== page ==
This report from Orkney by cellist Gill Tennant is specifically aimed at Ukrainians fleeing the conflict, but will be of interest to anyone who wants to know more about this remote Scottish community.
A Warm Welcome
Orkney has always been a welcoming community. I have friends here who are Orcadians by heritage of many generations, but also Norwegians, Americans, Ukrainians, Polish, and English friends. I’ve set up a local support group of people willing to welcome Ukrainians fleeing the conflict, into their homes, and many who can’t open their homes but will open their hearts, and offer their help, support, and skills. I’ve already been approached about teaching an adult Ukrainian the cello, which she has always wanted to learn.
Many Ukrainians imagine their chances of employment will be greatest in London. I was born and brought up in London and I’m afraid that the emotional remoteness of people evident in much of the London area, because of the need for privacy, the very high cost of living and of accommodation, the pollution from a large industrial city make it among the worst places to wish to settle for the majority of people. Its streets are not paved with gold!
My Own Journey to Scotland
I couldn’t wait to leave and settled with my family in Wales. A different culture, a different outlook on life, and a beautiful place to live. The roads are paved as they are in London. Dirt tracks that I saw were common even on the outskirts of Budapest, when I was there a couple of decades ago, are not evident except in the most remote areas of the United Kingdom.
Good schools and education are pretty universal, with more teachers per head of population being of Welsh and Scottish origin than numbers would suggest. Education is valued in both Wales and Scotland.
I moved to almost the most northerly part of the UK ten years after I retired when our smallholding in Wales was becoming too much work on hilly land. I now live in Orkney, a group of islands off the north coast of Scotland, about an hour’s ferry journey from mainland Scotland.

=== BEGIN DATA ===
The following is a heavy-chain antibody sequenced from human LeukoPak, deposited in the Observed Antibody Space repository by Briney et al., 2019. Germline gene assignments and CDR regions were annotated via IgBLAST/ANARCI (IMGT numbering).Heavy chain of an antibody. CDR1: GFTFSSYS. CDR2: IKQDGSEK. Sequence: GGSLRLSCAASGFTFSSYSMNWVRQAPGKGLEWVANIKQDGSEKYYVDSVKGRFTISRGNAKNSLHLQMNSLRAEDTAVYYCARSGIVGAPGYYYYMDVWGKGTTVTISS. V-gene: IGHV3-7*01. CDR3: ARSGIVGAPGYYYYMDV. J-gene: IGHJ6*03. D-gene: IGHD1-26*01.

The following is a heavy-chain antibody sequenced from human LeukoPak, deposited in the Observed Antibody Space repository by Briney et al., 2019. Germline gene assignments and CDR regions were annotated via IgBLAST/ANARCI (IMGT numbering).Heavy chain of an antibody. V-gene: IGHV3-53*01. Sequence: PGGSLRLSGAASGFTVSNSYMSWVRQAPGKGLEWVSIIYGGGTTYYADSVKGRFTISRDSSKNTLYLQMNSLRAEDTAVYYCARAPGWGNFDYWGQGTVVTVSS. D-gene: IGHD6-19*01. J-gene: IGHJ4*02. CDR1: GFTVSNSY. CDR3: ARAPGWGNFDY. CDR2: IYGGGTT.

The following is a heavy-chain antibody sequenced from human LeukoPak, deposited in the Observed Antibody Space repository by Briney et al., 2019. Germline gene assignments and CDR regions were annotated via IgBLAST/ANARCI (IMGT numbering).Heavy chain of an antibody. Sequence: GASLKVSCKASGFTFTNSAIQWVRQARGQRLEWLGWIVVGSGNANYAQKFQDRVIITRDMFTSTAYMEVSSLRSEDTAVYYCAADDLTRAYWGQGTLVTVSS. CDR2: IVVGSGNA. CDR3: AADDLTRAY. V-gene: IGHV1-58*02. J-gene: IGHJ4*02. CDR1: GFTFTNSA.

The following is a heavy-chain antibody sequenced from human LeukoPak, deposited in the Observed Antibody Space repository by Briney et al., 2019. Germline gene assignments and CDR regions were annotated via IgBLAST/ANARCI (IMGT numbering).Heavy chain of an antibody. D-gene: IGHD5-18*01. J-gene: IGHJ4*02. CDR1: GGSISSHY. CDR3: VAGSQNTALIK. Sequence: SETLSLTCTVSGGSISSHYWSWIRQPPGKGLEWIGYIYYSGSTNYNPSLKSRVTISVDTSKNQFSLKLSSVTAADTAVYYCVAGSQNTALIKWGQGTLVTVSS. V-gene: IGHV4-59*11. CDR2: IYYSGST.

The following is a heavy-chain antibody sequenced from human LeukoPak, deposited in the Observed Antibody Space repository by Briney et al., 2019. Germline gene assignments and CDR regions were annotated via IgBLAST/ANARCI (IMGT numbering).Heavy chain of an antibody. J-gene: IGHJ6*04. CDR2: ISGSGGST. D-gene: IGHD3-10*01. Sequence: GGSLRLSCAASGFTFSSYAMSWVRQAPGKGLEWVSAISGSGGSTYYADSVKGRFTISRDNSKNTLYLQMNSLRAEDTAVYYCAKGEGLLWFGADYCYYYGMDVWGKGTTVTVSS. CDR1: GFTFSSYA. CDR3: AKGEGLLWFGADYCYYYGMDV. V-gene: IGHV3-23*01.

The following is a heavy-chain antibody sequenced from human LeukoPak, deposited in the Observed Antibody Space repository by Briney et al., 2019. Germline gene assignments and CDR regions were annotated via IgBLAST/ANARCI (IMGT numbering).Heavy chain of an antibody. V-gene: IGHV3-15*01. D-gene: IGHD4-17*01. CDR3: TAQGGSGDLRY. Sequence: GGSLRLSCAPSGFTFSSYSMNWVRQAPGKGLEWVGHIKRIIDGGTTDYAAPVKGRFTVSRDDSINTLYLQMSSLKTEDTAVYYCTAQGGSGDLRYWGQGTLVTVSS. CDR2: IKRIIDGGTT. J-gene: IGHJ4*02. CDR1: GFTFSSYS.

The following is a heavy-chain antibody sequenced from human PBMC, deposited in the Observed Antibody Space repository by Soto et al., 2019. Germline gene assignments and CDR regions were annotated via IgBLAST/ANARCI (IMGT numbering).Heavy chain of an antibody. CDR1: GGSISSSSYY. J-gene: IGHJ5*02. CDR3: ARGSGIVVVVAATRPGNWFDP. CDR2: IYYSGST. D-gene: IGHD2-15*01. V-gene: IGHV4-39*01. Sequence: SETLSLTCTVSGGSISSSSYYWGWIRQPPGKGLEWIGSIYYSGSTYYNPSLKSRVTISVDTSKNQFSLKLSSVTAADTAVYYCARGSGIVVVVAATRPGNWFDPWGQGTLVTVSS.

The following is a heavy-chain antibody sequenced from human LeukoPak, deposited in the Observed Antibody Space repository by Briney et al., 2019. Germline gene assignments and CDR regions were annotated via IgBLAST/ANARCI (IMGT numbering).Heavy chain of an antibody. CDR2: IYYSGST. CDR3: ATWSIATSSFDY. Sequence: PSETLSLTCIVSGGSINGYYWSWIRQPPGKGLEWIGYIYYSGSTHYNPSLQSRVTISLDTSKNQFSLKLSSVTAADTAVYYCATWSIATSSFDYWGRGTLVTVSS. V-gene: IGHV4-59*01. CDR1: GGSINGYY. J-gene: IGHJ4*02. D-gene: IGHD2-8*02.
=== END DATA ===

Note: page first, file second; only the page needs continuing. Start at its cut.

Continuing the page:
Four Seasons in a Day
Is it arctic in climate? No. Washed by the Gulf stream, its average temperatures are comparable with those of Wales. It has a maritime climate, and the main difference is in some very high wind speeds. Mostly we get very changeable weather – we say four seasons in a day, at times, and little snow lays so that we’re warmer in winter and a bit cooler in summer than mainland Scotland.
Orkney was in Scandinavian ownership from the time of the Vikings until a Danish/Norwegian King Christian defaulted on the wedding dowry of his daughter Margaret. and in 1468, Orkney was handed to Scotland. There are still strong links to Scandinavia.
Norway may give London a Christmas tree, they give Orkney two each Christmas!
My group of potential hosts and those the council have listed are all undergoing accommodation checks and checks for potential records with the police etc., so that we can welcome families, many of whom will have come via the Scottish Super Sponsor Scheme, which arranges their travel to one of the welcome hubs in Scotland and then arranges hosts that are appropriate, and free onward travel to their destinations.
Along with Shetland, we are the cruise ship destination of the UK – six times Orkney’s population visit during the season from April to September, and another peak around Christmas and the new year. So seasonal work in the hospitality industry and the opportunity to start a craft business are both very realistic here.
We have one of the partner colleges that make up the University of the Highlands and Islands in our two main towns, Kirkwall and Stromness, a secondary school in each of those and seventeen primary schools, of which six are on the outer isles, the rest on what we confusingly call Mainland Orkney.
We hope to provide a welcoming and supportive environment for those Ukrainians willing to throw in their lot with us.